Change is brewing on the Flathead River’s three forks as officials tasked with managing the Wild and Scenic Rivers System chart a new course on 219 miles of the popular recreation corridors as well as its more primitive stretches.
The changes have been mounting on numerous fronts since 1980, which is the last time a comprehensive river management plan for the Flathead system was reworked.
On July 31, managers with the Flathead National Forest, in coordination and partnership with Glacier National Park, released a draft Comprehensive River Management Plan (CRMP) for the three forks of the Flathead River — the North, South and Middle forks, which all bear federal designations under the Wild and Scenic River Act.
Work began on the lengthy process in October 2017 and is scheduled for completion in 2020.
The Wild and Scenic Rivers System has three river classifications: wild, scenic and recreational. A single river or river segment may be divided into different classifications, depending on the type and intensity of the development and access present along the river at the time of designation.
On the Flathead River system, all three levels of classification exist, and balancing them under the draft plan involves implementing “triggers” and “thresholds” that will prompt management actions, including permitting and limiting the sizes of float groups and restricting outfitters.
Managers use triggers and thresholds to help them set and evaluate levels of resource condition with a prescribed monitoring plan.
Before the plan is finalized, the agencies are conducting scoping and requesting public input on the proposed action, including the public’s desired river conditions and preferred markers indicating when officials will make a management decision or take action.
The three forks of the Flathead each possess unique characteristics that are considered in the management plan.
The North Fork separates the Flathead National Forest to the west from Glacier National Park to the east, running from the Canadian border to Columbia Falls. It’s also governed by divided management plans depending on which bank of the river you’re on.
The U.S. Forest Service side follows Montana state law, which allows camping anywhere below the high water mark. Glacier Park, however, only allows permitted backcountry camping.
Expectations by users differ between the 40-mile scenic portions of the North Fork, from the Canada border to Camas Bridge, and on the 19-mile recreational section from Camas to the confluence with the Middle Fork.
On the scenic section, where use has increased, the proposed management plan intends to preserve a more solitary experience.
“The desired recreation experience for this management unit includes a degree of solitude, which is affected by float parties encountered and party size,” according to the plan. Under the proposed action, managing floaters and shore party encounters with float parties will be addressed, including through group size limits, a permit system, outfitter restrictions, and other seasonal restrictions.
A “trigger” identified in the proposed plan would set a limit of encounters with other parties to no more than three per day during 60 percent of the peak use season between June and August. It sets a “threshold” of encounters with other parties at no more than three per day during 80 percent of the peak use season.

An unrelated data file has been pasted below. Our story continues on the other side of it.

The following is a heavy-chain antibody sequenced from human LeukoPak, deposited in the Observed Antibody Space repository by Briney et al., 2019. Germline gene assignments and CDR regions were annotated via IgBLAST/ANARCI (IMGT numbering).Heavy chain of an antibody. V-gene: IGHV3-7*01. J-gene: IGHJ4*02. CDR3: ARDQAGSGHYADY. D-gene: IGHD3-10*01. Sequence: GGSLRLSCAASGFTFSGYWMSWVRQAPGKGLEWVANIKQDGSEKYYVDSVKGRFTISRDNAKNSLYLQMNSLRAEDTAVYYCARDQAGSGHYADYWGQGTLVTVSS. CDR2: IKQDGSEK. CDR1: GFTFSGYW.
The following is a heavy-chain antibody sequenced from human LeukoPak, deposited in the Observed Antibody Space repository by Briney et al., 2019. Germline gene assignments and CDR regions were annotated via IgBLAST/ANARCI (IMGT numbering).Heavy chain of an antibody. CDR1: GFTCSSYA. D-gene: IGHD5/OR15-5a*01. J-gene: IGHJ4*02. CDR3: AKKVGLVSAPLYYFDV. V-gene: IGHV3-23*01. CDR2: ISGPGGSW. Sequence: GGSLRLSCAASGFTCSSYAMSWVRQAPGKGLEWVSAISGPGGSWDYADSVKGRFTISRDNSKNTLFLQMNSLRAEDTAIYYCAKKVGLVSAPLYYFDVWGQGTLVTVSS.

The Middle Fork springs out of the Bob Marshall Wilderness Area, where it’s reached by using a backcountry airfield or pack strings. When it departs the Bob Marshall and flows beneath U.S. Highway 2 east of Essex, its wilderness status changes to recreational. The change is noticeable as its day use explodes, and outfitters and floaters crowd the corridor, using multiple access points along the highway.
The proposed “trigger” for the remote 27-mile wilderness section of the Middle Fork limits encounters with other parties to no more than two per day during 60 percent of the peak use season, while the threshold calls for no more than two encounters with other parties during 80 percent of the peak use season.
However, on the 23-mile recreational segment from the confluence with Bear Creek to Cascadilla, the plan allows for encounters with five other parties per day during 60 percent of the peak use season, and the threshold calls for encounters with no more than five parties during 80 percent of the peak use season.
The 16-mile recreational segment from Cascadilla to West Glacier sets an even more liberal trigger of encounters with no more than 10 parties per day during 60 percent of the peak use season, and a threshold of no more than 10 encounters during 80 percent of the peak use season.
The South Fork also begins in that rugged chunk of Bob Marshall wilderness and flows into the Hungry Horse Reservoir. While a portion of its free-flowing section can only be accessed by aircraft or trail, another section can be reached by driving along the reservoir.
On the 38-mile wild and primitive segment from the confluence of Youngs and Danaher creeks to Mid Creek, the plan sets a trigger of encounters with no more than three parties per day during 60 percent of the peak use season, and a threshold of encounters with no more than three parties per day during 80 percent of the peak use season.
On the 9-mile recreational segment from the Swinging Bridge to Hungry Horse Reservoir, by contrast, the plan calls for a 60 percent chance of no more than 20 watercraft passing a certain point per day, and a threshold of an 80 percent of no more than 20 watercraft passing a certain point per day.
The public can provide comments by emailing them to firstname.lastname@example.org.
Two informational meetings will be held on Aug. 13 and Aug. 20 from 6 p.m. to 8 p.m. at the Arts and Technology Building at Flathead Valley Community College.
More information on the Flathead Wild & Scenic River Comprehensive River Management Plan can be found at: http://www.fs.usda.gov/goto/flathead/crmp.